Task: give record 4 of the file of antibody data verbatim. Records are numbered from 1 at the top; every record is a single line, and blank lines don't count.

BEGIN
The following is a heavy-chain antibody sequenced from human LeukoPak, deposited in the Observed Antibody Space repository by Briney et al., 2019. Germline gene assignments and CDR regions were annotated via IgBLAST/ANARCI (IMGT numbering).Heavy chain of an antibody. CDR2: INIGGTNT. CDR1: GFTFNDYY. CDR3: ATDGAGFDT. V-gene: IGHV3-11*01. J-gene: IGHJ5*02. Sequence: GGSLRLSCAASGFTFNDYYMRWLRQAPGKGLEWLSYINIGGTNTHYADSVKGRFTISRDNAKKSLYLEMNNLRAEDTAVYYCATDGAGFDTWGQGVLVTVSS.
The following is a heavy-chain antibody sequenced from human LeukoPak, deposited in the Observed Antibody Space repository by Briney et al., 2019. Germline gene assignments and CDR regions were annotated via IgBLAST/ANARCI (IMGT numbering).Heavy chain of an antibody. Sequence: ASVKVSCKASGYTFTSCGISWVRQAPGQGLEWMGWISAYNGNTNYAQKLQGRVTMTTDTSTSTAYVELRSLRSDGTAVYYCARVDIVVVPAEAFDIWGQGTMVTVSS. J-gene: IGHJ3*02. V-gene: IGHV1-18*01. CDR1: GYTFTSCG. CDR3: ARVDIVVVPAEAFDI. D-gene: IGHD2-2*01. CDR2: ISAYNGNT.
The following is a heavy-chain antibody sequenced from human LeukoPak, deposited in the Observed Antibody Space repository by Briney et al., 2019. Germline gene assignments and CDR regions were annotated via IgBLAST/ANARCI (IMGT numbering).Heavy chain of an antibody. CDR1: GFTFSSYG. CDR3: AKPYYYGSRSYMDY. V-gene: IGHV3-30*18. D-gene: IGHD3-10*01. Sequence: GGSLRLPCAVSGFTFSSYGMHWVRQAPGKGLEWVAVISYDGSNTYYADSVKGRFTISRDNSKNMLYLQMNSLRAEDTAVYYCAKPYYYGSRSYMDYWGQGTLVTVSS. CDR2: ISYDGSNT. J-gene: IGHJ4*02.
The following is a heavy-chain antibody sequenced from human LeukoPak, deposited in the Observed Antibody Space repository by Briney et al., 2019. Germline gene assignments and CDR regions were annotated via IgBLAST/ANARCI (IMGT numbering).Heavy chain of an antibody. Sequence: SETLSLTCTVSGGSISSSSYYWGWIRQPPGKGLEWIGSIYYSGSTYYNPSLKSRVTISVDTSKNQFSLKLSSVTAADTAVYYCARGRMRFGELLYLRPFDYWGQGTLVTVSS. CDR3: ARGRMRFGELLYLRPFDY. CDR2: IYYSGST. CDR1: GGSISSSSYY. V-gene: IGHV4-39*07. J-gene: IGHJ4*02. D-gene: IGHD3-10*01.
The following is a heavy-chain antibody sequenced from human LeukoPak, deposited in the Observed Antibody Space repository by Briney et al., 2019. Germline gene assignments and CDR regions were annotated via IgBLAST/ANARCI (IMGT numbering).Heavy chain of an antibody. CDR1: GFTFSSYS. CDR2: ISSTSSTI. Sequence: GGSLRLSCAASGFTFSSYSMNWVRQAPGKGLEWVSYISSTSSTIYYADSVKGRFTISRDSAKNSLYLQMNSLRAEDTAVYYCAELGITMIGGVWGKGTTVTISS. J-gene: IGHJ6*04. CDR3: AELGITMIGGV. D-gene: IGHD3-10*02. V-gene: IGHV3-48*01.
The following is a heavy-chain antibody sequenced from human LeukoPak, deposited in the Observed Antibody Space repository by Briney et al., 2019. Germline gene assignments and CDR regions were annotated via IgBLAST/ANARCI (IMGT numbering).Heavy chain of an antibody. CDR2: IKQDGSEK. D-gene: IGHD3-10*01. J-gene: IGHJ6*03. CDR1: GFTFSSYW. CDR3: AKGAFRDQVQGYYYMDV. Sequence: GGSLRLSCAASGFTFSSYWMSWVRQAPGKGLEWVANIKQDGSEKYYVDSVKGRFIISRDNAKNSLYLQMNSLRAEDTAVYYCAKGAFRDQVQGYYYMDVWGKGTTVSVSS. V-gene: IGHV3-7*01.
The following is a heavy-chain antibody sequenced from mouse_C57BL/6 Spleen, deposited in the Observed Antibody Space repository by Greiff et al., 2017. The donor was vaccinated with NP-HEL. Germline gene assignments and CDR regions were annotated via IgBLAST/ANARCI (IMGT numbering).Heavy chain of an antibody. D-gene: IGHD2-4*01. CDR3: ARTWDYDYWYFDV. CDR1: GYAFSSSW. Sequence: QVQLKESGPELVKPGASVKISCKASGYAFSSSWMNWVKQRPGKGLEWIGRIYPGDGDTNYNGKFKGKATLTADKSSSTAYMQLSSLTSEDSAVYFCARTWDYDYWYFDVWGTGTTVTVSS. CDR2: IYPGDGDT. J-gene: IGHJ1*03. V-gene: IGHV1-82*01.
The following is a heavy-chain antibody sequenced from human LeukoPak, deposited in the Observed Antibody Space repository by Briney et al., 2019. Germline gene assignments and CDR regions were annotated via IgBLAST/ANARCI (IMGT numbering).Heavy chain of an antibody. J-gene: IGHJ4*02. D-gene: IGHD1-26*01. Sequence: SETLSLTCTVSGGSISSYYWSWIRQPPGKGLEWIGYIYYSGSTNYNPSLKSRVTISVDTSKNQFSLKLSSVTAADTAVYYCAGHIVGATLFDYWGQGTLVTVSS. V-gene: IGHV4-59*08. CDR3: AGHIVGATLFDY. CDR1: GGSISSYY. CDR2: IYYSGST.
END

The following is a heavy-chain antibody sequenced from human LeukoPak, deposited in the Observed Antibody Space repository by Briney et al., 2019. Germline gene assignments and CDR regions were annotated via IgBLAST/ANARCI (IMGT numbering).Heavy chain of an antibody. Sequence: SETLSLTCTVSGGSISSSSYYWGWIRQPPGKGLEWIGSIYYSGSTYYNPSLKSRVTISVDTSKNQFSLKLSSVTAADTAVYYCARGRMRFGELLYLRPFDYWGQGTLVTVSS. CDR3: ARGRMRFGELLYLRPFDY. CDR2: IYYSGST. CDR1: GGSISSSSYY. V-gene: IGHV4-39*07. J-gene: IGHJ4*02. D-gene: IGHD3-10*01.